Published Papers - Abstract 1017

Xu X, Mishra G, Dobson A & Jones M. Short-term weight gain is associated with accumulation of multimorbidity in mid-aged women: A 20-year cohort study. International Journal of Obesity, 2018; :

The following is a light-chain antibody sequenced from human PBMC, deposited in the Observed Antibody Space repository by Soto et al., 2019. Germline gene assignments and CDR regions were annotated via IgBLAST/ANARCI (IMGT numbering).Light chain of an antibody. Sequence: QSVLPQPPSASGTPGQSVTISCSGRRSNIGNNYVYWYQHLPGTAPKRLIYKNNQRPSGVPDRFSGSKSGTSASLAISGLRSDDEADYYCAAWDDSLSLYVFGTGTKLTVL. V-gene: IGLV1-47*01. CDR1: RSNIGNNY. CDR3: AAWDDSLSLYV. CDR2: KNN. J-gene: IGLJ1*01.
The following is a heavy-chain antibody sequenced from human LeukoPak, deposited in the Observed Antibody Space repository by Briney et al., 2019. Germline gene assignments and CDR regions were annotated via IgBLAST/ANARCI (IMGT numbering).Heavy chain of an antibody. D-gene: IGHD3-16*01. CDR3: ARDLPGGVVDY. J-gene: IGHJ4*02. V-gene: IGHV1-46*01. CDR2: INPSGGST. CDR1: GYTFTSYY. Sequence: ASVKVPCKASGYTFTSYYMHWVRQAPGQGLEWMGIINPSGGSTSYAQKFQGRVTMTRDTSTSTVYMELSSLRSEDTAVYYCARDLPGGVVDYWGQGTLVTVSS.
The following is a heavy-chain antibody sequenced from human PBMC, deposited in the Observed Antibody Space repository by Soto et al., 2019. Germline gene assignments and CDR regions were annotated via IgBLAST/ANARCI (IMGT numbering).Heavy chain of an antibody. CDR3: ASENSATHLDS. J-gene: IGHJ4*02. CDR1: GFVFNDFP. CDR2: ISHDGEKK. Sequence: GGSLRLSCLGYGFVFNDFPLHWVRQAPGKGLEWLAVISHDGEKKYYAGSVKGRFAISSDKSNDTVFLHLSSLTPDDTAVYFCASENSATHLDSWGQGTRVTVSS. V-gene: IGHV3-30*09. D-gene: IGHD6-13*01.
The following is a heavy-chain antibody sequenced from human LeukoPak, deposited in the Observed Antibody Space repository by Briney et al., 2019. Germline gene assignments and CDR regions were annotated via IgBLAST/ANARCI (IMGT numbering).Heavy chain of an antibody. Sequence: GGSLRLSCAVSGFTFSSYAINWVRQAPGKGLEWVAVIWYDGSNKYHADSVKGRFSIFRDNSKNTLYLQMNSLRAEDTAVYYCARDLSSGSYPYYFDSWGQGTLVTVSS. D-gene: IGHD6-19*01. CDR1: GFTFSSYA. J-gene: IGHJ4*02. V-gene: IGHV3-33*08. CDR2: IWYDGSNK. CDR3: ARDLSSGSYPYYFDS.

Background/objectives: Although weight change has been studied in relation to many individual chronic conditions, limited studies have focused on weight change and multimorbidity. This study examines the relationship between short-term weight change and the accumulation of multimorbidity in midlife.Methods: We used data from 7357 women aged 45–50 years without a history of any chronic conditions. The women were surveyed approximately every 3 years from 1996 to 2016. Associations between short-term weight change and accumulation of multimorbidity (two or more of nine chronic conditions) over each 3-year period, adjusting for baseline body mass index (BMI) or time-varying BMI (3-year period), were examined using repeated measures models. Short-term weight change was categorised into seven groups of annual weight change from high weight loss (?=?-5%) to high weight gain (>?+?5%).Results: Over 20 years, 60.4% (n?=?4442) of women developed multimorbidity. Baseline BMI, time-varying BMI and short-term weight gain were all associated with the accumulation of multimorbidity. After controlling for sociodemographic, lifestyle factors and menopausal status, high weight gain was associated with a 25% increased odds of multimorbidity (odds ratio (OR) 1.25, 95% confidence interval (CI) 1.08–1.45) compared with maintaining a stable weight. The results were consistent among models adjusting for baseline BMI (OR 1.24, 95% CI 1.07–1.44) or time-varying BMI (OR 1.34, 95% CI 1.16–1.54). Weight loss was associated with increased odds of multimorbidity in women with normal BMI (baseline or time-varying).Conclusions: Short-term weight gain is associated with significantly increased odds of multimorbidity in mid-aged women. This association is independent from baseline BMI (at 45–50 years) and time-varying BMI. These findings support a persistent weight management regime and prevention of weight gain throughout women’s midlife.